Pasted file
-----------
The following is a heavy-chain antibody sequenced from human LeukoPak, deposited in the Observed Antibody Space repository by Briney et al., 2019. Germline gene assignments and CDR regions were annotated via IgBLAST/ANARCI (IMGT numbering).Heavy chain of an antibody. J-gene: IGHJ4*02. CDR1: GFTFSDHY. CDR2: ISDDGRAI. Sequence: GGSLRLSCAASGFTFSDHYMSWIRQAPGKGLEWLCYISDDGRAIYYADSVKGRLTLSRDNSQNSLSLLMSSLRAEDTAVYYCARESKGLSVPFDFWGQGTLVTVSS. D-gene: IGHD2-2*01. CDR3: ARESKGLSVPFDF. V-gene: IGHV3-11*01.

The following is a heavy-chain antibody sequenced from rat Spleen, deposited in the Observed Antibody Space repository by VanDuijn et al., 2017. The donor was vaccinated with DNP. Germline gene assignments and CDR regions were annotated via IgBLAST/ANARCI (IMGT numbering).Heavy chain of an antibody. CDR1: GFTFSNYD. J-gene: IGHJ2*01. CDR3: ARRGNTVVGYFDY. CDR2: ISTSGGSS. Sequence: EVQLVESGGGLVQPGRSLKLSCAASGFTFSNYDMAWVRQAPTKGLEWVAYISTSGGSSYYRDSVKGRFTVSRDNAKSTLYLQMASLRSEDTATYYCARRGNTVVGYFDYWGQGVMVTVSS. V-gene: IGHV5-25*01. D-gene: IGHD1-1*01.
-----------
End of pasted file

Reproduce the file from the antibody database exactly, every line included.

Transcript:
The following is a heavy-chain antibody sequenced from human LeukoPak, deposited in the Observed Antibody Space repository by Briney et al., 2019. Germline gene assignments and CDR regions were annotated via IgBLAST/ANARCI (IMGT numbering).Heavy chain of an antibody. J-gene: IGHJ4*02. CDR1: GFTFSDHY. CDR2: ISDDGRAI. Sequence: GGSLRLSCAASGFTFSDHYMSWIRQAPGKGLEWLCYISDDGRAIYYADSVKGRLTLSRDNSQNSLSLLMSSLRAEDTAVYYCARESKGLSVPFDFWGQGTLVTVSS. D-gene: IGHD2-2*01. CDR3: ARESKGLSVPFDF. V-gene: IGHV3-11*01.

The following is a heavy-chain antibody sequenced from rat Spleen, deposited in the Observed Antibody Space repository by VanDuijn et al., 2017. The donor was vaccinated with DNP. Germline gene assignments and CDR regions were annotated via IgBLAST/ANARCI (IMGT numbering).Heavy chain of an antibody. CDR1: GFTFSNYD. J-gene: IGHJ2*01. CDR3: ARRGNTVVGYFDY. CDR2: ISTSGGSS. Sequence: EVQLVESGGGLVQPGRSLKLSCAASGFTFSNYDMAWVRQAPTKGLEWVAYISTSGGSSYYRDSVKGRFTVSRDNAKSTLYLQMASLRSEDTATYYCARRGNTVVGYFDYWGQGVMVTVSS. V-gene: IGHV5-25*01. D-gene: IGHD1-1*01.